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*The Tragedy of Othello was first performed on this date in 1604. This is one of the first stage classics featuring a Black lead character.
Termed the Moor of Venice, more commonly known simply as Othello, it is a tragedy by William Shakespeare written around 1603. The first performance took place at Whitehall Palace with Shakespeare’s friend Richard Burbage Othello's first interpreter. The play was entered into the Register of the Stationers Company on October 6, 1621, by the bookseller Thomas Walkley and was first published in quarto format by him in 1622, printed by Nicholas Okes. Its appearance in the First Folio (1623) quickly followed. Later quartos followed in 1630, 1655, 1681, 1695, and 1705; on stage and in print, it was a popular play.
The most common interpretation of Othello is that a title character is a black man. Sub-Saharan Africans had visited the Mediterranean long before the time in which the events of the play are set, and a portrayal of Othello as sub-Saharan adds much to the character's experience of alienation and suspicion as "a stranger in a strange land," making his psychological plight all the more striking. Moreover, Othello's failure to trust in his wife's faithfulness has been interpreted as a symptom of other characters' perception of the couple as from "two different worlds," and that such conditions enable audiences to accept his tragic delusion as more plausible and pitiable. A "white" Arab would be less open to such outsider treatment and therefore less prone to such a violent emotional reaction; he might not be trusted, but he would not be considered an alien by Venetians.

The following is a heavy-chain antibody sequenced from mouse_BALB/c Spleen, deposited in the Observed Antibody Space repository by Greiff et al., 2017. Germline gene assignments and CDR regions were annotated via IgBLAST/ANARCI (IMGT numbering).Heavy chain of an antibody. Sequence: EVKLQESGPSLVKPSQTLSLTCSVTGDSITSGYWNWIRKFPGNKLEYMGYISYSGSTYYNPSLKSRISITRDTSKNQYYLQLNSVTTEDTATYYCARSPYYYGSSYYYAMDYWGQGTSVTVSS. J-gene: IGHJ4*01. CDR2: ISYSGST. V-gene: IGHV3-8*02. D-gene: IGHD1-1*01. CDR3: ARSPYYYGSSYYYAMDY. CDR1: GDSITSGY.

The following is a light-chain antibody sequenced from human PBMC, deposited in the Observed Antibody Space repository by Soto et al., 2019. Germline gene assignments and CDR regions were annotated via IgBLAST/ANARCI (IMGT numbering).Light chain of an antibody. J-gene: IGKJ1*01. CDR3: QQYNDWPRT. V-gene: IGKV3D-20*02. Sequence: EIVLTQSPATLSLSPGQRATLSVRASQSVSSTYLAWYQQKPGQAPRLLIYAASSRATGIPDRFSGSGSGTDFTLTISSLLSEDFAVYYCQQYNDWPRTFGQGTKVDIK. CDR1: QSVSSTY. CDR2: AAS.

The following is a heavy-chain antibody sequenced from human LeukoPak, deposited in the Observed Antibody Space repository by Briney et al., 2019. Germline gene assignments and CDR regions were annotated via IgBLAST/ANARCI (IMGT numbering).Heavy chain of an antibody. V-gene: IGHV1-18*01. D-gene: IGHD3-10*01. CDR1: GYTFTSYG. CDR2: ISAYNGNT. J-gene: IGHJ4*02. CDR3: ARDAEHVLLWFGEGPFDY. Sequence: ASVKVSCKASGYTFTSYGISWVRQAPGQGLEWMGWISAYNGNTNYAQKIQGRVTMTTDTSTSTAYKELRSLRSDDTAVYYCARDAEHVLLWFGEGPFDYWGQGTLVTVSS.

Interpretations of Othello's origins as "black" in the United States were prevalent as far back as at least the 1930s when a performance of the play was banned in a southern state due to the prejudices against representing an inter-racial marriage. The performance included a middle-aged Black performer. Others argue that the play is not overly concerned with a racial difference and that the protagonist's specific race is not indicated by Shakespeare. Othello is referred to as a "Moor", but for Elizabethan English people, this term could refer either to the Muslim Berbers (or Arabs) of North Africa or to the people now called "black" (people of sub-Saharan African descent).
In his other plays, Shakespeare had previously depicted both a Berber Moor (in The Merchant of Venice) and a black Moor (in Titus Andronicus). Modern-day readers and theatre directors lean towards the "black" interpretation, and "white" Othello’s have been rare. Modern notable performers of the role include Paul Robeson, Orson Welles, Richard Burton, James Earl Jones, Laurence Fishburne, Laurence Olivier, and Avery Brooks.